The Ultimate Fighter
"It feels great to fight at home and with my fans in my favor. I’ll fight with pride for my fans and I will represent my country well." - Iuri Alcantara
Every fighter competing at the top level of MMA has that one certain something they do better than most. For Iuri Alcantara, that particular attribute is tenacity, and it’s proven to be a tough element for his opposition to handle. It is a quality in the Brazilian livewire’s skill set that only seems to be getting more intense, and his past five showings under the UFC banner have certainly supported this notion.
Even though the 34-year-old suffered a unanimous decision loss to former WEC featherweight champion Urijah Faber and a controversial no contest against Pedro Nobre as the result of inadvertent strikes to the back of the head during his recent run, “Marajo” has driven his profile to new heights on the strength of his performances.
He steamrolled Nobre in the first round of their tilt in January of 2013, then gave “The California Kid” hell for three rounds when the two surging bantamweights locked up at Fight Night: Shogun vs. Sonnen eight months later in Boston. Yet, in addition to those unfavorable outcomes, Alcantara has also gone on to win three bouts over this stint, and has done so in impressive fashion.
In his most recent showing, the slick Brazilian veteran pummeled striker Vaughan Lee as he starched the British slugger just 25 seconds into the fight. It was the quickest finish of Alcantara’s career, and anytime that type of power, speed and timing are put on display, it sends a message to the rest of a division.
Yet, no matter how impressive it may have appeared to those watching, the highlight reel finish is precisely the outcome Alcantara had envisioned.
“My performance in the fight against Vaughan Lee was as expected,” Alcantara said. “I trained hard and applied myself enough to get the win just 25 seconds into the fight, which left me very satisfied. I did a good job.”
With back-to-back victories and wins in three of his last four, Alcantara is starting to make some moves up the bantamweight divisional ladder. And while it’s his goal to fight his way into a title opportunity at 135 pounds, the Marajo Brothers team leader knows there is a bit more work to do before he’ll see the biggest names in the division standing across from him inside the Octagon.
There will be plenty more challenges to come and his next obstacle will come in the form Russell Doane at Fight Night: Arlovski vs. Silva in Brasilia, Brazil on September 13. While the talented Hawaiian has been on a hot streak of his own, he will be facing Alcantara on his native soil, and the passionate Brazilian fan base has been known to create an environment unrivaled anywhere in combat sports.
Fighting a tough opponent and having the chance to compete at home once again have Alcantara fired up to give his countrymen a show on Saturday night.
“[Doane] is a very versatile fighter,” Alcantara said. “He moves a lot and has good ground and pound. He deserves all my respect, but he can have a tough fight.
“It feels great to fight at home and with my fans in my favor. I’ll fight with pride for my fans and I will represent my country well. The UFC coming back to Brazil is a great gift to the Brazilian fans and is a true recognition for this country that is full of talent and fans of MMA.”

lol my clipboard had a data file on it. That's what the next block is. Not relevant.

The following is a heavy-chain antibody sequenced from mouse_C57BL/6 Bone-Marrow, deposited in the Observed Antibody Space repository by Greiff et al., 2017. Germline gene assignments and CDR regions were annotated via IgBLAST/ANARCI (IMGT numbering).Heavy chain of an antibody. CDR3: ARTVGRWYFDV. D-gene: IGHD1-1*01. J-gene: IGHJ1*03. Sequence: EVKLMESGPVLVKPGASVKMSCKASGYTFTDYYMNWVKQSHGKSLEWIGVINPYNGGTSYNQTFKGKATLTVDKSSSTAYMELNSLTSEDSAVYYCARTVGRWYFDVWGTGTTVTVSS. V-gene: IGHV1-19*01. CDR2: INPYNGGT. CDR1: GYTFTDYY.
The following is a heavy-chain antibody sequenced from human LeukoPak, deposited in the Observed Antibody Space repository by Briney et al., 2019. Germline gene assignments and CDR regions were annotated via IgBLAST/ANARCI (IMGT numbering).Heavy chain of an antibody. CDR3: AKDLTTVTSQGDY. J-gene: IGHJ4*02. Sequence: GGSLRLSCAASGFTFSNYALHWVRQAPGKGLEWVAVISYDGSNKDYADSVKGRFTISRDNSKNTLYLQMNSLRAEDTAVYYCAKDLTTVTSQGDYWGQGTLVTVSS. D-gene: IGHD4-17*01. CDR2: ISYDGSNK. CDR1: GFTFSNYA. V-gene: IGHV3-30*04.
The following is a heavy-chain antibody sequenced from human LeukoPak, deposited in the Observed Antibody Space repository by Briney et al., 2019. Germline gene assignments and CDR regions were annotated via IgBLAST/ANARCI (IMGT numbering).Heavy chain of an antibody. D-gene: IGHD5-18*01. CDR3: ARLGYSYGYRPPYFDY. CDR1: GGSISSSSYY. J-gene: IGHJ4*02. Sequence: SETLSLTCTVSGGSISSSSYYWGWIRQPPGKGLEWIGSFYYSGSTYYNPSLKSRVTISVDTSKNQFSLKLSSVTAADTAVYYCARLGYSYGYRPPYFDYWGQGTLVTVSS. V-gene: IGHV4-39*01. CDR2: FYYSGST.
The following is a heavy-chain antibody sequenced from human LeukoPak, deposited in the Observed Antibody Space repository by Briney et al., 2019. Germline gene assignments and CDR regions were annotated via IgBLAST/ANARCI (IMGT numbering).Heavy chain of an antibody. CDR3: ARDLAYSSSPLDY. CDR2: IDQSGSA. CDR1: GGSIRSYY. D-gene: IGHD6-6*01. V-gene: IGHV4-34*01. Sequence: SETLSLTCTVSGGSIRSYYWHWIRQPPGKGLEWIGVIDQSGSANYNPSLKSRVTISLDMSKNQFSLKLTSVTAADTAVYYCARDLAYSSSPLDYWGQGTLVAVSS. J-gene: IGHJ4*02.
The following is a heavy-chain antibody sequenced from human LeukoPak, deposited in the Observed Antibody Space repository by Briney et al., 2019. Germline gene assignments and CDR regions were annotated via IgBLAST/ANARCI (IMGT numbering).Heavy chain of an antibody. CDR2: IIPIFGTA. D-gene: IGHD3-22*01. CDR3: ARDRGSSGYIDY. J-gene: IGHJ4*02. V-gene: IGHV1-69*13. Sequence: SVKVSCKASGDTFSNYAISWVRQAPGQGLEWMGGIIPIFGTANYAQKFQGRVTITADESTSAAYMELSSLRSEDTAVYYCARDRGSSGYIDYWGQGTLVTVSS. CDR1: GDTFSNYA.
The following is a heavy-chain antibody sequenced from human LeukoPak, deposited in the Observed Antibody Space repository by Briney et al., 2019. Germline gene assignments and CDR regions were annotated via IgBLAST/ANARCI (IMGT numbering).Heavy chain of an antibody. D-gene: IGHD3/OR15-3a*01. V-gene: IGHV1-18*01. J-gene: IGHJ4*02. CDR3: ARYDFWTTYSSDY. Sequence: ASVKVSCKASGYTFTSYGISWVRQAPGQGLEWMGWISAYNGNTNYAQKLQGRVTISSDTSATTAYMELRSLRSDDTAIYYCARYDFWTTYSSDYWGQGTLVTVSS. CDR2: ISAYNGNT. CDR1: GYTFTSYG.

Should Alcantara find the recipe of success against Doane on Saturday night, he will have put together three consecutive victories in a division that has been shaken up as of late. Former long-reigning champion Renan Barao was upset and dethroned by T.J. Dillashaw back in May, which sent a shockwave through the ranks of the divisional hierarchy.
While the immediate rematch was set for UFC 177 last month, the Nova Uniao product was forcded to withdraw due to a medical issue, and UFC newcomer Joe Soto was tapped to face the Team Alpha Male standout in the card’s main event. Nevertheless, Dillashaw would go on to successfully defend his title, but the aftermath of UFC 177 has the 135-pound weight class looking as it is about to hit an era of chaos akin to the “Wild Wild West” days of American folklore.
There are a handful of capable gunslingers aiming at the divisional crown, and with former champion Dominick Cruz set to return later this month and a host of perennial contenders staying true to form, the bantamweight ranks are looking more competitive than ever.
These are precisely the circumstances Alcantara is hoping for as he climbs closer and closer to the top of the mountain at 135 pounds. He is confident he is one of the best bantamweight fighters walking the planet, but the only way to stamp that as certified is to put championship gold around your waist.
“I am feeling good in this division and I’m full of willingness to fight for the belt, “Alcantara said. “My goal is to reach the belt and I’ll go over whatever is in my way. I’m working every day toward this and I sleep thinking about the belt.
“I am ready and willing to fight for the belt with anyone who crosses my path. I’m always aiming to do a fair fight and put on a great show for the fans. I want them to see a war every time I fight inside the Octagon.”
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